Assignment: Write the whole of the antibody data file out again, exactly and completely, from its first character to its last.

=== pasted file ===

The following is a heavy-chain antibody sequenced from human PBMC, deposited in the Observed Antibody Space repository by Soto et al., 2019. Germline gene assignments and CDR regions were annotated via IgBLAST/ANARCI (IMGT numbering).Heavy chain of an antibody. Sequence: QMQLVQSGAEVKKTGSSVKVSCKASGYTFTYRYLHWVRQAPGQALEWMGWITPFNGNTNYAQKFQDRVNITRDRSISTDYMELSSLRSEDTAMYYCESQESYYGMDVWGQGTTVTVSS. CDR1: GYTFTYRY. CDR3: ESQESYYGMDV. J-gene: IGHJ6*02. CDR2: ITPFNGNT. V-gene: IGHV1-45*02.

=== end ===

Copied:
The following is a heavy-chain antibody sequenced from human PBMC, deposited in the Observed Antibody Space repository by Soto et al., 2019. Germline gene assignments and CDR regions were annotated via IgBLAST/ANARCI (IMGT numbering).Heavy chain of an antibody. Sequence: QMQLVQSGAEVKKTGSSVKVSCKASGYTFTYRYLHWVRQAPGQALEWMGWITPFNGNTNYAQKFQDRVNITRDRSISTDYMELSSLRSEDTAMYYCESQESYYGMDVWGQGTTVTVSS. CDR1: GYTFTYRY. CDR3: ESQESYYGMDV. J-gene: IGHJ6*02. CDR2: ITPFNGNT. V-gene: IGHV1-45*02.